It is important to appreciate that taking advice early on maximises your likelihood of a successful claim. Steps can be taken to prevent the Deceased’s estate from being distributed whilst your claim is dealt with. That is not to say your claim will definitely fail if the estate has been distributed – some types of claim can still be made – but others have strict time limits. Further, it is more difficult to recover monies from the beneficiaries once assets have been distributed.
It is also important to appreciate that many Will challenges do not go to court. Court action is expensive, time consuming, stressful and risky. An experienced solicitor will always try to reach a settlement on your behalf without the need for litigation – for example, using mediation.
Lack of reasonable financial provision
One of the most common reasons for contesting a Will is that the Deceased did not make reasonable financial provision for one or more of their children, or their spouse, civil partner, or cohabitee. The law regarding this type of claim is contained in the Inheritance (Provision for Family and Dependants) Act 1975. It sets out a finite list of people who are entitled to bring a claim (although there is no guarantee that they will be successful).
If a spouse or civil partner is successful in bringing a claim, the amount awarded is usually akin to what they would have achieved in a divorce settlement. If anyone else is successful in bringing a claim, the amount is capped at what might be reasonable for their ‘maintenance’.
Find out more about making a claim for lack of reasonable financial provision here.
Unusual lifetime gifts
Sometimes the fact that a Deceased person’s estate was substantially reduced due to lifetime gifts is not discovered until they dies. At this point, it is not uncommon for relatives to question whether a lifetime gift was made as a result of undue influence.
To make a lifetime gift, the person making the gift must have the same level of mental capacity as if they were making a Will. They must understand the extent of the property gifted and the effect of giving it away. They must also consider any others that might expect to inherit (although this doesn’t mean the person has to actually provide for them) (Re Beaney (Deceased)  1 WLR 770).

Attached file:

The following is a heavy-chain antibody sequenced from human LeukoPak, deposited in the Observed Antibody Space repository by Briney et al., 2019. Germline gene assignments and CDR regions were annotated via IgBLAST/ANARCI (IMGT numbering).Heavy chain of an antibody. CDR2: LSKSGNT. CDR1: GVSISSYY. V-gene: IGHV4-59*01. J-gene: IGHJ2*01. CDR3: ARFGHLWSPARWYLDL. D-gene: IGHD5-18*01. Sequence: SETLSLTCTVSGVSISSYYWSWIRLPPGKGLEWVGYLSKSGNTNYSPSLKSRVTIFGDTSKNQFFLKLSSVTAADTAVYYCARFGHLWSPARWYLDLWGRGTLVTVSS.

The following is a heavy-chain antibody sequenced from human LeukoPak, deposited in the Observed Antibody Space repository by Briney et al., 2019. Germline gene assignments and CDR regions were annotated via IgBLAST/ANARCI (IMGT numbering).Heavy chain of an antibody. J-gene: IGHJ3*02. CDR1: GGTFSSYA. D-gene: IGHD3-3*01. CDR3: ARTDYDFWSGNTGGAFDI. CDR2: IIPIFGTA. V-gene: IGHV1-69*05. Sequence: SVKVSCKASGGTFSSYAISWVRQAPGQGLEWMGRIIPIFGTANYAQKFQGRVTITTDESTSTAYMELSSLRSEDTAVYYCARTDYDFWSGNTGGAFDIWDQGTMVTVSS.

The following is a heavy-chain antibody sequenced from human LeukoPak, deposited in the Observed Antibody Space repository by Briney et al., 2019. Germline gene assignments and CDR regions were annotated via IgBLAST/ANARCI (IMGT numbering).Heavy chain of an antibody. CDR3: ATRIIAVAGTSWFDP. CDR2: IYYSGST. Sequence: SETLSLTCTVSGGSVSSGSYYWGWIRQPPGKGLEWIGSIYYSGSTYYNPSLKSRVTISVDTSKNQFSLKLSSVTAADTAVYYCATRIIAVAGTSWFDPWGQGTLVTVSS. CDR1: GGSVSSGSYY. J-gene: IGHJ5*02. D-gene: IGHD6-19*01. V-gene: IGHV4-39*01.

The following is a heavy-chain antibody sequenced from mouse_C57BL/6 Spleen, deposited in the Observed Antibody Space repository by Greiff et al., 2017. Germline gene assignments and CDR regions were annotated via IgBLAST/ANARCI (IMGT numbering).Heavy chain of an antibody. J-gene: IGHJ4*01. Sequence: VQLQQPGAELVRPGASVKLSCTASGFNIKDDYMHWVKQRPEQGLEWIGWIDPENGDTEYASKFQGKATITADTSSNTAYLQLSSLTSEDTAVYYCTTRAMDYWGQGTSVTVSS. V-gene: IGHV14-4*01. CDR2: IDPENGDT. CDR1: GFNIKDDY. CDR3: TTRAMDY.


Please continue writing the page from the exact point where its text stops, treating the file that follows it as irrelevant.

If the gift is made to a person in whom the gift-giver placed “trust and confidence” and the transaction “requires an explanation”, there is a presumption that the person making the gift was unduly influenced. The recipient of the gift must then prove this was not the case. In essence then, if substantial, unusual gifts have been made, it may be possible to challenge them.
It may be that the Deceased promised something to someone and that person relied on that promise to their detriment. An example would be, parents promising their children that if they work on the family farm for little or no payment, they will ‘inherit someday’. If the parents did not then fulfil their promise by gifting the farm in their Wills, the child may have a claim. This is called ‘estoppel’. The doctrine of estoppel would likely, in this scenario, prevent the parents from gifting the farm elsewhere because the child has worked on the farm with little or no payment and has therefore suffered a detriment on the basis of their parents’ promises.
If the Deceased owed money to someone, that person may want to claim against the estate. Usually this will just be sorted out with the Deceased’s Personal Representatives, although legal assistance may be needed if they do not agree that the money was owed.
Authenticity of the Will
There are a number of reasons why a Will might be found to be invalid, thus leading to a claim regarding its authenticity. Some of these are set out below – click on a link to find out more.
5. The Will is a forgery, or some fraud was involved in its making
This list is not exhaustive. A specialist lawyer can advise on whether you have grounds to make one of the above types of claim.
Other types of action
There are various other types of action that might be taken when a probate dispute arises.
When someone dies, it is often necessary to apply for an order allowing for their estate to be dealt with. The majority of these applications are processed in accordance with the Non-Contentious Probate Rules 1987. Provided that there is no challenge to the estate, a grant of probate or letters of administration will be issued and the Deceased’s personal representatives can get on with their duties.
However, sometimes interested parties may wish to challenge the grant of probate. This may mean entering a ‘caveat’ which stops the grant being issued, whilst one of the possible issues above is investigated. Alternatively, it may mean:
An interest action involves a dispute as to the interest of someone who claims to be entitled to a grant of probate (or letters of administration). Such actions may purely relate to a person who believes they are entitled to administer the estate – or they may be part of more complex claims which relate to the validity of the Will. Alternatively it may involve considerations as to the applicant’s legitimacy – for example, the question of whether a person is really a child of the Deceased is relevant both to their entitlement to administer the estate and whether they are entitled to inherit under the Deceased’s Will.
Revocation of grant
If the Will has already been proved but someone wants to claim it is invalid (and therefore that a grant of probate or letters of administration should not have been issued), the claim will be for revocation of the grant. This might be for example if a more recent Will comes to light, or if the person given the grant was not entitled to it.